The website, something Quaiff called a key investment and resident attraction tool, led to 130 total new business inquiries in 2017, with a total value of $65 million in start-ups relocating or expanding.
In addition to the aforementioned expansion in housing and new resident and business attraction, existing businesses in Prince Edward County were surveyed by the Community Development Department and over 80 per cent are growing locally with 63 per cent expect their sales to increase in 2018.
Expansion and growth are great however a stagnant workforce could cripple these gains and Quaiff admitted strengthening the workforce in the coming years would be a complex issue with the availability of diverse housing options is a major contributing factor.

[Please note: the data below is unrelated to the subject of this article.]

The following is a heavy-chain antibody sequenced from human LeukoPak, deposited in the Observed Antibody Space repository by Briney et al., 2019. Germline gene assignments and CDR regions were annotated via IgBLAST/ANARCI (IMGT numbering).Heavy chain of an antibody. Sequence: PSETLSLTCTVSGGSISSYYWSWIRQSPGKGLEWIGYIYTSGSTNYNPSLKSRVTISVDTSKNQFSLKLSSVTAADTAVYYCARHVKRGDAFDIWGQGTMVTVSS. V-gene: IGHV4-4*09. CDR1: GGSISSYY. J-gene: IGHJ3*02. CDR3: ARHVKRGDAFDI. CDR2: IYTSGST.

“We know that businesses are struggling to attract or retain employees because many can’t find a place to live in the county. A booming housing market such as ours can be both a blessing and a curse. It’s a challenge for private developers to address affordability issues, and the municipality is limited in what we can do to encourage affordable housing,” said the mayor. “But throwing up our arms in frustration is not an option; this issue is too important to ignore.
Council, staff, and the community and economic development commission are working to identify unique ideas, solutions, and approaches to address affordable housing needs.
In order to pursue potential solutions, council set aside $250,000 in the 2018 budget for affordable housing and while this seed funding won’t solve the issue overnight, Quaiff said it’s crucial there is progress made in 2018.